Campbell Letter

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August 31, 1863

Scott County, Illinois
August 31, 1863

Dear Bro & Sister

The last mail brought us your letter of the 12 of July which informed us of your welfare which we were glad to hear. We are permitted again to inform you that we are yet in the enjoyment of our usual health. If I remember right, in my last letter I informed you of the illlings of Aunt Riggs. Beyond all human calculation she has recovered, so as to be able to ride around in a buggy, but is very feeble. Green Campbell is yet living, but is very low and almost no hopes of his recovery. Milton Riggs second daughter has been confined to her bed about ten weeks with some disease of the throat and lungs, she is very low and I think will hardly recover. The other relatives in this vicinity are well so far as I know.

Benton Black's wife died a short time since she had poor health for some months but died very unexpectedly. She left two children. Sister Polly Black is keeping house for him. Mrs. Adkesson has the youngest child.

I received a letter a few days ago from cousin Hanna B Wilkes. She is in Springfield Mo. Aunt Sally is yet alive and was with her when she wrote. She says that Berry, Walker, Lemuel Jones and her husband are in the South. That Ned, Jonathan and Sam are Union men. One of her sons was killed in the rebel army at Pea-ridge. That William had not been home since Feb. one year ago, that all her houses have been burned, and all her property destroyed, that her land was confiscated and would be sold at the next term of court in Green County. Says she supports herself by sewing and cooking. Says she has nine children, and that all but one of her sons are in the Southern Army. Does not say how many sons she has.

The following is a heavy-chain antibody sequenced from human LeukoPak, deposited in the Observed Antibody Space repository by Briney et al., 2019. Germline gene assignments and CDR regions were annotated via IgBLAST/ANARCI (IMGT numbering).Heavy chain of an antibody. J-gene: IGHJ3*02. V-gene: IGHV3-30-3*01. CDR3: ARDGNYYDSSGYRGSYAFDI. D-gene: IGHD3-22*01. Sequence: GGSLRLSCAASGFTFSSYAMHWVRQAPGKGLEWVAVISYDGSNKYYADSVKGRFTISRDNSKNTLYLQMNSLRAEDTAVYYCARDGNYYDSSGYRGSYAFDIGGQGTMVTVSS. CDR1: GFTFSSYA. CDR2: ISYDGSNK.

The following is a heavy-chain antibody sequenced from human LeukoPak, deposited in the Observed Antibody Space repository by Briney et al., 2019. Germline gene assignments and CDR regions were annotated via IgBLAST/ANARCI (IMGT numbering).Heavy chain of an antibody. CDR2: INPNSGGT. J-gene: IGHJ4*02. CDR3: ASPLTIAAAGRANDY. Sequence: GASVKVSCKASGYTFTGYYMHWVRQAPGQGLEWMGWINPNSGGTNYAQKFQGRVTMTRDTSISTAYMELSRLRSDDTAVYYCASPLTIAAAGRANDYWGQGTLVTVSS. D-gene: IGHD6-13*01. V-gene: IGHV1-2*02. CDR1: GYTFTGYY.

We have peacable times here so far, but the prospect of it's continuance is rather gloomy. In some parts of this state companys are organized and drill weekly, and say they will resist the conscription law. There is no doubt that there are secret organizations in this county with some object in view and civil war is liable to be inaugurated any day. There is a bad state of feeling existing amongst many members of the different political parties and it will require a great deal of prudence and forbearance on all sides to prevent outbreak, which if once begun there is no telling when or where it will end. My opinion is that there will be no draft in this state at present.

We have had a remarkable season, there was almost no rain from the first of April to the 24th of July and was unusually cool. Since then there has been good rain and some very warm days, but last week was quite cool, and yesterday morning there was the severest frost I have ever seen in August. Sweet potato tops are as black as my ink, wheat crops generally good, crop of hay short, corn crop will be the same. Fruits of all kinds abundant. The prices of produce about as when I last wrote you.

We remain affectionately
JB & CB Campbell

This letter, written by Cynthia Beard Campbell and her husband, John Berry Campbell, to my Great Grandparents (James Givens & Elizabeth Amanda Black Campbell) was copied in 1941 from the original letter in the possession of my fathers first cousin and a Campbell descendant, Verda Burnett Fredericks. It was copied by my aunt, Leta Denny Emery and she sent it to me in 1975. Leta Denny Christiansen

Submitted by Leta Denny Christiansen